Authors: Y. Gao, G. Cheung, T. Maugey, P. Frossard, J. Liang
Title: Encoder-Driven Inpainting Strategy in Multiview Video Compression, accepted in IEEE Transactions on Image Processing (J14)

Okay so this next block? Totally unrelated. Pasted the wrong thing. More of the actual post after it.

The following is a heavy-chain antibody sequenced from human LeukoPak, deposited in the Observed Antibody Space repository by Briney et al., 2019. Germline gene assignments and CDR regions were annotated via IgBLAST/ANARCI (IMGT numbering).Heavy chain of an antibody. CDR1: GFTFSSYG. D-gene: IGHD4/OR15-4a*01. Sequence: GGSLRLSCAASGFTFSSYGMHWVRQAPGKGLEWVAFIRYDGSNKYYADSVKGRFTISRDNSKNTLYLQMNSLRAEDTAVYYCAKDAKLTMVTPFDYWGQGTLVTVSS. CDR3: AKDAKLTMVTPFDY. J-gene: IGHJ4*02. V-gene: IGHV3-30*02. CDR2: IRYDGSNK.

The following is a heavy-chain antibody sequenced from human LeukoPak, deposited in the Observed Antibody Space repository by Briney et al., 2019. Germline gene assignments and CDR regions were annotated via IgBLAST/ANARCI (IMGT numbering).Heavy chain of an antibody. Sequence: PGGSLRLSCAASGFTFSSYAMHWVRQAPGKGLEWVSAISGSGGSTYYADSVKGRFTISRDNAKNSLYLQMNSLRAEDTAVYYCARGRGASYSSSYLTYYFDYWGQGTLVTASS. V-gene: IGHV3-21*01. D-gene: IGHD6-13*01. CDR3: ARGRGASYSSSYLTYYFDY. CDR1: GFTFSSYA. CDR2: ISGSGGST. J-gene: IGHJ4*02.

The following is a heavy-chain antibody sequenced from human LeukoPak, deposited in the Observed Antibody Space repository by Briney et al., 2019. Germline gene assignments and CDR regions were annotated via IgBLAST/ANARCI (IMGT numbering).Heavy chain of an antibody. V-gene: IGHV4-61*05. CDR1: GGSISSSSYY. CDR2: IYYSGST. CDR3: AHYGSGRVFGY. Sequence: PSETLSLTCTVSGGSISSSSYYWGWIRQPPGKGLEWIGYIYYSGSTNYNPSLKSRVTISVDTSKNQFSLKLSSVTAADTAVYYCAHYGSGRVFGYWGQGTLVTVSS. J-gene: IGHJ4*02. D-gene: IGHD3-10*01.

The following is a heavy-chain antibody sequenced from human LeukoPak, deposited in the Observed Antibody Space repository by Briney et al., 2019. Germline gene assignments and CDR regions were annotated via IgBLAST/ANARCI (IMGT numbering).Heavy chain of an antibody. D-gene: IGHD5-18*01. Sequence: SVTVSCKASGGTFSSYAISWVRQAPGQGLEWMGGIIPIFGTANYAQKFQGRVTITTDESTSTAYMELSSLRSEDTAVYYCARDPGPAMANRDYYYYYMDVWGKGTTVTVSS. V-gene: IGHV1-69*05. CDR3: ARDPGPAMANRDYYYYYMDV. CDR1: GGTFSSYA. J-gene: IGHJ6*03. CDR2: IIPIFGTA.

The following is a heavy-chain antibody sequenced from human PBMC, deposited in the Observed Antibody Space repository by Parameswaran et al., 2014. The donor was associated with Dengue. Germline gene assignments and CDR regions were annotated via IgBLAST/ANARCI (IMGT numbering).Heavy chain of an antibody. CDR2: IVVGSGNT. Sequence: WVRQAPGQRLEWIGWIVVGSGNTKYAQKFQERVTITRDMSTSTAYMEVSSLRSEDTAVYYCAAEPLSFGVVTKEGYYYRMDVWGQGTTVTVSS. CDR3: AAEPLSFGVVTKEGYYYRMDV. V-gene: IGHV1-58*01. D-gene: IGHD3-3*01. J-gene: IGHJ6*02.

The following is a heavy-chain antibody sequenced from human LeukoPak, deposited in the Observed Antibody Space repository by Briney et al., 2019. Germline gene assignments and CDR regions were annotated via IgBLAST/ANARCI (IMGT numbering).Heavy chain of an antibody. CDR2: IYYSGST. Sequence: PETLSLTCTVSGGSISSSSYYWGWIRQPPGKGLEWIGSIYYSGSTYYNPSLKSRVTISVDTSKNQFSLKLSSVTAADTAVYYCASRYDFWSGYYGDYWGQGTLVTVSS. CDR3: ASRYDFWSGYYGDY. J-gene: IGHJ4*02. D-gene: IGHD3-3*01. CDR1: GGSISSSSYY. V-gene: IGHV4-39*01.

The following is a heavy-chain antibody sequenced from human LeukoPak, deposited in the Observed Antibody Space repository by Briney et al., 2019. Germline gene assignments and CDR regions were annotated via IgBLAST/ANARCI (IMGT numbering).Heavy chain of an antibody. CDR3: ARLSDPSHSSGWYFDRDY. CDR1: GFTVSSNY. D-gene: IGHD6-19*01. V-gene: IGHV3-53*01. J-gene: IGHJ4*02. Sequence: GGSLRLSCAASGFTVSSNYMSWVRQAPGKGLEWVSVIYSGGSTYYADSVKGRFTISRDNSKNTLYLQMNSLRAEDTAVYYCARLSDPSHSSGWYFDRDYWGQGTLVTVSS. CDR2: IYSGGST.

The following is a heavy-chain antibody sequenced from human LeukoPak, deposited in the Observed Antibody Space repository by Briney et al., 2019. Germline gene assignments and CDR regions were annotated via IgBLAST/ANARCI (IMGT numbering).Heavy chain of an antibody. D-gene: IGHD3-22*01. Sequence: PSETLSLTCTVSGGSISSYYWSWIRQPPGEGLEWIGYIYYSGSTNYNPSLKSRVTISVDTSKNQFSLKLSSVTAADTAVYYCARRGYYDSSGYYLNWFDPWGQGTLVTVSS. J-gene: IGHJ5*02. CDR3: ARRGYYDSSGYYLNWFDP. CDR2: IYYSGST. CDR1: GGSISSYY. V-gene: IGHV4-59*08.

Abstract: In free viewpoint video systems, a user has the freedom to select a virtual view from which an image of the 3D scene is rendered, and the scene is commonly represented by texture and depth images of multiple nearby viewpoints. In such representation, there exists data redundancy across multiple dimensions: a 3D voxel may be represented by pixels in multiple viewpoint images (inter- view redundancy), a pixel patch may recur in a distant spatial region of the same image due to self-similarity (inter-patch redundancy), and pixels in a local spatial region tend to be similar (inter- pixel redundancy). It is important to exploit these redundancies during inter-view prediction towards effective multiview video compression. In this paper, we propose an encoder-driven inpainting strategy for inter-view predictive coding, where explicit instructions are transmitted minimally, and the decoder is left to independently recover remaining missing data via inpainting, resulting in lower coding overhead. Specifically, after pixels in a reference view are projected to a target view via depth-image-based rendering (DIBR) at the decoder, the remaining holes in the target view are filled via an inpainting process in a block-by-block manner. First, blocks are ordered in terms of difficulty-to-inpaint by the decoder. Then, explicit instructions are only sent for the reconstruction of the most difficult blocks. In particular, the missing pixels are explicitly coded via a graph Fourier transform (GFT) or a sparsification procedure using DCT, leading to low coding cost. For blocks that are easy to inpaint, the decoder independently completes missing pixels via template-based inpainting. We apply our proposed scheme to frames in a prediction structure defined by JCT-3V where inter-view prediction is dominant, and experimentally we show that our scheme achieves up to 3 dB gain in PSNR in reconstructed image quality over a comparable 3D-HEVC implementation using fixed 16 × 16 block size.